Lenders are becoming increasingly concerned about the number of claims for professional negligence they have against solicitors, where they are faced with insurers declining cover. Historically this was usually seen in claims against sole practitioners but there has been a trend for cover to be declined where small firms are involved. This often leaves lenders with an uncertain claim on the Solicitors' Regulation Authority ("SRA") Compensation Fund ("Fund"). What if anything can a lender do in such circumstances?
Reasons for declining a claim
Solicitors are required to have insurance cover which meets the requirements of the minimum terms set by the SRA. The minimum terms allow insurers to decline cover for a particular claim if the circumstances giving rise to the claim involve dishonesty or a fraudulent act or omission committed or condoned by an insured partner. So insurers may, following investigation of the claim, conclude that the insured solicitor was involved in the fraud and therefore decline cover.
However in the case of a partnership or a LLP or other incorporated body, innocent partners or insured members should continue to benefit from cover under the policy. Insurers are more readily trying to establish that all of the insured partners were aware of the dishonesty or fraud and therefore decline cover against all of the insured partners.
An example of this is the case of Goldsmith Williams (a firm) v Travelers Insurance Company Limited  where Goldsmith Williams sought to challenge Travelers declining cover in relation to the firm of Joshua & Usman Legal Services Limited. Goldsmith Williams failed in its attempt to show that one of the directors was an innocent party where one of the other directors had stolen a lender's mortgage advance.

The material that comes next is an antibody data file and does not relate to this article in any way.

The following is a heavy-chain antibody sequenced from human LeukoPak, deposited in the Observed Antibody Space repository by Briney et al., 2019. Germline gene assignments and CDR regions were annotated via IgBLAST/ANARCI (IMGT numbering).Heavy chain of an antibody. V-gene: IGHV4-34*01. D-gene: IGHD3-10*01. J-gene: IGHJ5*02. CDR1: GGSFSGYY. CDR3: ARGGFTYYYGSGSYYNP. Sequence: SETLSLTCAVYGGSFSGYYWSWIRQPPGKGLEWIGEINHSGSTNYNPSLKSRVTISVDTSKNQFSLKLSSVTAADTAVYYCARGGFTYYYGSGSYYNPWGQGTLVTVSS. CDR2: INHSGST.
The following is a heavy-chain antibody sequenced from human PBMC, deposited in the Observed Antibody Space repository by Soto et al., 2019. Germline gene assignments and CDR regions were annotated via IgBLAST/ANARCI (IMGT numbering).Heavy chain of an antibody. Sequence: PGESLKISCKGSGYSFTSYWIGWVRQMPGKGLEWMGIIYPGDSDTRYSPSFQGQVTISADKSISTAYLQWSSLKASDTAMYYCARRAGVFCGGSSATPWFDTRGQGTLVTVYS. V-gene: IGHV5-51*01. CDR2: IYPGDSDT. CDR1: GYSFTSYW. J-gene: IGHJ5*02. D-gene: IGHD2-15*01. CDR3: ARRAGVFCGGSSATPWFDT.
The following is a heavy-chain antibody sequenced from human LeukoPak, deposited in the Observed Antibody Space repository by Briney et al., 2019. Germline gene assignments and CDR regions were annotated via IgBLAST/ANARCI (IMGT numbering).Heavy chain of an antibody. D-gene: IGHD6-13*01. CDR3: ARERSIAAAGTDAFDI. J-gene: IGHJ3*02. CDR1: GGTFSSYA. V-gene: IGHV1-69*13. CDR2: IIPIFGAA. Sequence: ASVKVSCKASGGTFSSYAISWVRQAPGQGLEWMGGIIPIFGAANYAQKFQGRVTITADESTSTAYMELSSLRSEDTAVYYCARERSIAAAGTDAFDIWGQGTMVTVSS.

Procedure for declining cover
Insurers will wish to be in a robust position before declining cover to avoid claims against them by their insured and also third parties. Typically an insurer will investigate a claim by conducting an informal interview with the partners, followed by an investigation into the practice. This leads to a more detailed analysis of the client account and drawings of the partners. The next stage involves more specific enquiry into the details of the claim being made under the policy and the knowledge or involvement of each of the partners.
Once investigations are completed, all partners are invited to attend a noncompulsory indemnity conference to address issues raised by the investigation. If the insurer then seeks to decline cover under the policy it obtains counsel's advice, usually from a Q.C. following which a full report is compiled by the insurer's legal advisors with a recommendation. If the insurer then decides to decline cover, the insured partners still have a right to challenge the decision through an arbitration.
As lenders will no doubt be well aware, insurers are keen to maintain that any reasons for declining cover are a matter of strict confidence between insurer and insured.
What can lenders do when faced with an insurer declining cover?
A lender can take some steps to recover its loss. It can claim against the partners in the firm but of course this depends on whether they have any assets. Hopefully, a claim will have been notified to the fund but if it has not, the lender should consider notifying a claim. However, the application must be made to the fund within twelve months after the loss reasonably should have come to the lender's knowledge. It is possible that a lender could find itself outside this time limit without any reasonable prospect of a recovery.
Lenders also have statutory rights against insurers, currently under The Third Parties (Rights Against Insurers) Act 1930 which is soon to be replaced by The Parties (Rights Against Insurers) Act 2010. The 1930 Act allows a third party such as a lender who has a claim against an insured to enforce that claim directly against the insurer.